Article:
I often reminisce about our maiden trip into Algonquin Park, Ontario that September weekend in 1990. A lack of written trip notes makes it difficult to tell the story with the accuracy and color I would like. However, several scenes and events are indelibly etched into my memory and reviewing 28-year-old photographs from the trip sharpen those memories like the tuner on an old black and white TV. What motivated me to take our 4-year-old son on a backcountry canoe trip into the interior of Algonquin Park for a long Labor Day weekend? This would be the first of many canoe trips into ‘The Park’ and was the first camping trip of any significance including our first foray in a canoe. I had camped as a kid with my own family but never very far from the security of a car or building. I had an honest affinity for the outdoors growing up on a 25-acre woodlot and learning to fish for Brook Trout on a natural spring-fed stream. The solitude of the woods was the perfect salve for a young man with many emotional growing pains.

A favorite TV program during my youth was ‘The Red Fisher Show’. I dreamed of being like Red, telling fishing tales around the woodstove at Skuttlebutt Lodge with camera footage of spectacular fishing and delicious shore lunches. The librarian in our small home town knew of my piscatorial passion and would save me expired issues of Field & Stream magazine. I would practice fishing tips learned in those magazines on our small trout stream and dream of one day venturing out on a real wilderness trip. The stories of my birthplace in northern Quebec also held a mysterious allure. It is fascinating how we develop our passions. All of these experiences played roles in developing my love for the outdoors and motivation for this maiden canoe-camping trip.

May 1989, with a young family and a freshly minted Chemical Engineering degree from the University of Toronto, I started my career with DuPont Canada in Ajax, Ontario. I befriended two work colleagues who held extensive experiences canoe-tripping in Algonquin Park.  Ed was an intrepid trout fisherman and his tales of The Park sparked my imagination. Ed encouraged me to plan my own trip. My memory is vague on who suggested taking my 4-year-old son, Drew, on this maiden voyage. My other colleague, also named Ed, provided much practical advice for ensuring a safe and memorable trip.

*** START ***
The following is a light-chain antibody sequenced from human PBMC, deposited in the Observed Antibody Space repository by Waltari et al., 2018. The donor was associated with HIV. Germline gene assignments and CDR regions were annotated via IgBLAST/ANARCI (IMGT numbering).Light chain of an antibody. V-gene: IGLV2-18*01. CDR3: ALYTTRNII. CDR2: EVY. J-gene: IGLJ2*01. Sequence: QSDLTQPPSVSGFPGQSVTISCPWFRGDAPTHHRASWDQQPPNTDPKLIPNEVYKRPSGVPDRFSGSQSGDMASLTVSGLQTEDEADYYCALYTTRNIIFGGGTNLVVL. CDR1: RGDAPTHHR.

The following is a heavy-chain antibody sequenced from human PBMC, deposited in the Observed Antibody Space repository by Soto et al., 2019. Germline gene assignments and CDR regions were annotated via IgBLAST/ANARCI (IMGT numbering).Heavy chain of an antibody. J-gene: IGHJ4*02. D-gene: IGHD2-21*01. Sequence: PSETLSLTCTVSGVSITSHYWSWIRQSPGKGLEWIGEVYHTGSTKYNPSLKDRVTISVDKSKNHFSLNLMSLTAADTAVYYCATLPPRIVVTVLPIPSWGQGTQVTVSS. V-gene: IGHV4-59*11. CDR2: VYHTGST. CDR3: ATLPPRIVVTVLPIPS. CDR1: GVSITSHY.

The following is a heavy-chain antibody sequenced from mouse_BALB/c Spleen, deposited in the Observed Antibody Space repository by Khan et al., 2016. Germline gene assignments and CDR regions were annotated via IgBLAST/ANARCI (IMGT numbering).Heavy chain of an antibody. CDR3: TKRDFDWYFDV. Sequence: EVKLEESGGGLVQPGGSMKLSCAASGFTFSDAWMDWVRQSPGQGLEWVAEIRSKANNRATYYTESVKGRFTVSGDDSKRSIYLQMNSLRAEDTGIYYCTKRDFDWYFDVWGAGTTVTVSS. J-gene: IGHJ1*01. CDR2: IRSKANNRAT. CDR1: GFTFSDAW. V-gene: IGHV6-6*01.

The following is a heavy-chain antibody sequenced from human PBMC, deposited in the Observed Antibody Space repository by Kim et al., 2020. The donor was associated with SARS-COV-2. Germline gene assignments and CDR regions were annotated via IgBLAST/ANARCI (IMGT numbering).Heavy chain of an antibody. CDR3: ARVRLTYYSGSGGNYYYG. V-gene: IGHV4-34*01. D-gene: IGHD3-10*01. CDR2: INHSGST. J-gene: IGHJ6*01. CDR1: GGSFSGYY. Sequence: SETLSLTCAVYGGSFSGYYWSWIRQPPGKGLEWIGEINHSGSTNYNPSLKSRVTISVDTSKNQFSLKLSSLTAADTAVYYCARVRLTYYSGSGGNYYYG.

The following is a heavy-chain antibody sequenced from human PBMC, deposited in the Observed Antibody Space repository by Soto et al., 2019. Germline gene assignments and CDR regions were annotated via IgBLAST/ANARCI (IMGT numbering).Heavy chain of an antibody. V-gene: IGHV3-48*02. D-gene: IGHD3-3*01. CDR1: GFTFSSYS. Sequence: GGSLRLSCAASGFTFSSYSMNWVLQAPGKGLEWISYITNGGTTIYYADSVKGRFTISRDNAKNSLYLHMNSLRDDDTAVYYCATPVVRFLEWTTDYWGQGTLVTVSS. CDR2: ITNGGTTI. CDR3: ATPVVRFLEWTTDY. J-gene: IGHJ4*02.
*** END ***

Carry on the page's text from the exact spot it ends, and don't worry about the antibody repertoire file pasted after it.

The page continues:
The next Labor Day long weekend was chosen for the trip. We expected that the mosquito, deer fly and horse fly activity would be low in early September which was an important consideration. The Magnetewan Lake access point on the west side of The Park was chosen as the put-in site with Daisy Lake as the camping destination. The route seemed reasonable with 3 short portages separating Magnetewan, Hambone and Daisy Lakes. I possessed very little paddling experience and the Daisy Lake destination would avoid large open water. I was warned of the strong winds and waves that can be encountered in September and this has been proven true over the years. There was no World Wide Web or smart phones back then so research was conducted at the library and in discussions with my colleagues. I studied canoe paddling technique in a book by Bill Mason and have a vague recollection of watching one of his paddling videos on VHS.